Skip to content

Breast Cancer Health Center

Me and the Girls: Jennifer Mukai

Font Size
A
A
A

continued...

"I decided on bilateral mastectomy," she says. That's surgery to remove both breasts -- the one with the tumor and the other one, which showed no signs of cancer.

Mukai wasn't keen on the idea of getting radiation therapy, and she also wanted to minimize her risk of recurrence.

"For me, it was a matter of survival," Mukai says. "I really didn't want to go through this again, given that I have, perhaps, 40-plus years to live. ... My breasts are a part of me, but they don't define who I am. So I really had no issues taking them away."

Genetic testing showed no BRCA gene mutations tied to breast cancer or ovarian cancer.

But with a family history of pancreatic cancer, Mukai thought that she might have genetic risk factors that haven't been discovered yet. "I'm in prevention mode," she says.

Mukai is of Japanese ancestry. Breast cancer is rarer in Asian women than in white or African-American women. But breast cancer cases are rising for Asian-American women. That may be because they're adapting to Western diets and lifestyles, but that's not certain.

Building her team: Mukai met with doctors from two different facilities before deciding to get treated at the Seattle Cancer Care Alliance.

Mukai liked the fact that her doctors all worked together in the same place, and she encourages other breast cancer patients to "take the time to get a really good team of doctors you feel comfortable with. For me, that was important, that I had a group of people that gave me the confidence to make those decisions."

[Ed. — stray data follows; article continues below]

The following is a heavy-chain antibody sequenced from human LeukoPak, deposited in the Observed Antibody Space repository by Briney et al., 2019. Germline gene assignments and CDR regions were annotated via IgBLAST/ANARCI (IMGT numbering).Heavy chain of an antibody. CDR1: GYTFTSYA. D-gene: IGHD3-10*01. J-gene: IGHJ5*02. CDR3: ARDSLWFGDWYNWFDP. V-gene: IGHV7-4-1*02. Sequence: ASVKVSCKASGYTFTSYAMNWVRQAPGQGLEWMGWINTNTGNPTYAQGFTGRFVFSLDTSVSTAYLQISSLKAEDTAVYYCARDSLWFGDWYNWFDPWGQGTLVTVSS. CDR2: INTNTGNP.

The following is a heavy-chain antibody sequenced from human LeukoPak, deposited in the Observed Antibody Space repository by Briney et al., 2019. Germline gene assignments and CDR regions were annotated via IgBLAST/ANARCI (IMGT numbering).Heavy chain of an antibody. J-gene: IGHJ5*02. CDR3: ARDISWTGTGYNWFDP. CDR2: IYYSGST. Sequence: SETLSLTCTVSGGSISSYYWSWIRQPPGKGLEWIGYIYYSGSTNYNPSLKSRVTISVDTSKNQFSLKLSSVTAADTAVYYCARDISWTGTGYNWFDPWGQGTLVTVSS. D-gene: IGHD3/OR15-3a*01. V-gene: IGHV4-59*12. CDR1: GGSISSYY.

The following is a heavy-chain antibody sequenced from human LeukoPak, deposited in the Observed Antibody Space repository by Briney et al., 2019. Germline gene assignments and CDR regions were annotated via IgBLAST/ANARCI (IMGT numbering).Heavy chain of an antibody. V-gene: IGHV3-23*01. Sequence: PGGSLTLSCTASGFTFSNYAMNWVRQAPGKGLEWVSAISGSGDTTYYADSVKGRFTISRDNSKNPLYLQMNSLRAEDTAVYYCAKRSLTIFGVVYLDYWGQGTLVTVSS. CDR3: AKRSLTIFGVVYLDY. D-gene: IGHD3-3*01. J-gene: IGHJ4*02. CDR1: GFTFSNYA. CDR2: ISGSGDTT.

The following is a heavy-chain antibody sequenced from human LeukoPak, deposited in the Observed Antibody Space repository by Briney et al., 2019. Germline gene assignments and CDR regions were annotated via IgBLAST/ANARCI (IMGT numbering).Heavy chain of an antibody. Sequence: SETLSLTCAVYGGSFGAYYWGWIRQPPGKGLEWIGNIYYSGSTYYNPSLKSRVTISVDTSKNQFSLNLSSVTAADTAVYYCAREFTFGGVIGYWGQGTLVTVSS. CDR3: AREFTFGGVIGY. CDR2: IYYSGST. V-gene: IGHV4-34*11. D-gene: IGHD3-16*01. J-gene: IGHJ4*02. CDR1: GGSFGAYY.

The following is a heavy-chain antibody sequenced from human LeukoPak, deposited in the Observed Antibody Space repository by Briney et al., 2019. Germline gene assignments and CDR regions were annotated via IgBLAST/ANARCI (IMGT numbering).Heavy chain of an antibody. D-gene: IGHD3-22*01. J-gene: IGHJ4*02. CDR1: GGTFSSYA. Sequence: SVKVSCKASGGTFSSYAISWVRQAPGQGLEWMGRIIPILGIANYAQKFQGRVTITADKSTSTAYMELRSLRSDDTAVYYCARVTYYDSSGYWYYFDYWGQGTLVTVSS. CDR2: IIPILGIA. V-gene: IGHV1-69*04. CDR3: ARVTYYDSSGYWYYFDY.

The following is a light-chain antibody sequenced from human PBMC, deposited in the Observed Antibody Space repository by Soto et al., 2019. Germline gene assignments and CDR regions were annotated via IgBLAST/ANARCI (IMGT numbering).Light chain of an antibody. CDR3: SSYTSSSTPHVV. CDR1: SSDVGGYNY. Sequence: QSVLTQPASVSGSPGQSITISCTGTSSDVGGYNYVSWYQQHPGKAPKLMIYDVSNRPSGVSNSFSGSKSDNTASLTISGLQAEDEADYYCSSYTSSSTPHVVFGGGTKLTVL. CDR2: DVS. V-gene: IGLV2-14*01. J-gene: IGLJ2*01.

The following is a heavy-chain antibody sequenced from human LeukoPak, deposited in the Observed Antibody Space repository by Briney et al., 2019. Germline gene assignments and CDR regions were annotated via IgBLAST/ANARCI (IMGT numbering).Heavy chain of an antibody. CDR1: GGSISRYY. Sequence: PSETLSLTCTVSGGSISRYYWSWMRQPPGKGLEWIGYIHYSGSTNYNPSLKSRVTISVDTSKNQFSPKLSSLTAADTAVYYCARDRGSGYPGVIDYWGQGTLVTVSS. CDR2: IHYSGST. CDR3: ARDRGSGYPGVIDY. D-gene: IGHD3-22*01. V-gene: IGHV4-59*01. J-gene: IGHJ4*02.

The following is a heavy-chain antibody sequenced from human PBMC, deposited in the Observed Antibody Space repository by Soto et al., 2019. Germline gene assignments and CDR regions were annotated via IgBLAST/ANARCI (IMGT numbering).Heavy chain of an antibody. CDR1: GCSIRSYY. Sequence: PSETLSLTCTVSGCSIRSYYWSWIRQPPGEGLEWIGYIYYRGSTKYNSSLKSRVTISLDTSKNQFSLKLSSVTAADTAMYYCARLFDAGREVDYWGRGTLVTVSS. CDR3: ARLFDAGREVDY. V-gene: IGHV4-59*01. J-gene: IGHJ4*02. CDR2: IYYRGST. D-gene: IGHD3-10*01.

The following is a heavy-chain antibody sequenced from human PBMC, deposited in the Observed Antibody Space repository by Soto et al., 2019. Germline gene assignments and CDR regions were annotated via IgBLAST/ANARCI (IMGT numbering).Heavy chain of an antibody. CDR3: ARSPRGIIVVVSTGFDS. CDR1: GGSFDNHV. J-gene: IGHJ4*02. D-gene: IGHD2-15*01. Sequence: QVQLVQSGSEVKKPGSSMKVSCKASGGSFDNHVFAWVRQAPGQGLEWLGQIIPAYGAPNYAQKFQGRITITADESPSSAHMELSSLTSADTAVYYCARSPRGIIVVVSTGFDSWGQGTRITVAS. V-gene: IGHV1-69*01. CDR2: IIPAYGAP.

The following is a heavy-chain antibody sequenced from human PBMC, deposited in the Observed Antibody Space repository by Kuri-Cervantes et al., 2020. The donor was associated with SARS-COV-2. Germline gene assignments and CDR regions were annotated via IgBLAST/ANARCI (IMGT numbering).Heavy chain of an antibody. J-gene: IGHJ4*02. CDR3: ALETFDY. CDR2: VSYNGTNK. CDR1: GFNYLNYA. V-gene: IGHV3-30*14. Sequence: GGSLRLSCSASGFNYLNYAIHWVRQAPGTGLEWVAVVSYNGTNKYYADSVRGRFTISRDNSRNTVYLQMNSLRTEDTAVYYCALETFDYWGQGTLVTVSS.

Her team included a nutritionist whose advice helped Mukai regain a sense of control.

"What I have found with the diagnosis is you have a sense of loss of control of your body. I thought that I was healthy, I thought that I ate the right things, I rarely get sick, so to have a diagnosis of cancer is kind of like something let you down. Seeing a nutritionist put that control back in my lap a bit -- getting an understanding of what foods I should eat, how much of it, exercise, those were the more tangible things that I could do during this process that could give me a sense of control," Mukai says.

Today on WebMD

Breast Cancer Overview
From self-exams and biopsies to reconstruction, we’ve got you covered.
Dealing with breast cancer
Get answers to your questions.
 
woman having mammogram
Experts don’t agree on all fronts, but you can be your own advocate.
woman undergoing breast cancer test
Many women worry. But the truth? Most abnormalities aren’t breast cancer.
 
Breast Cancer Treatments Improving
VIDEO
Resolved To Quit Smoking
SLIDESHOW
 
Woman getting mammogram
Article
Screening Tests for Women
SLIDESHOW
 
ovarian cancer overview slideshow
SLIDESHOW
serious woman
Article
 
what is your cancer risk
HEALTH CHECK
10 Ways to Revitalize Slideshow
SLIDESHOW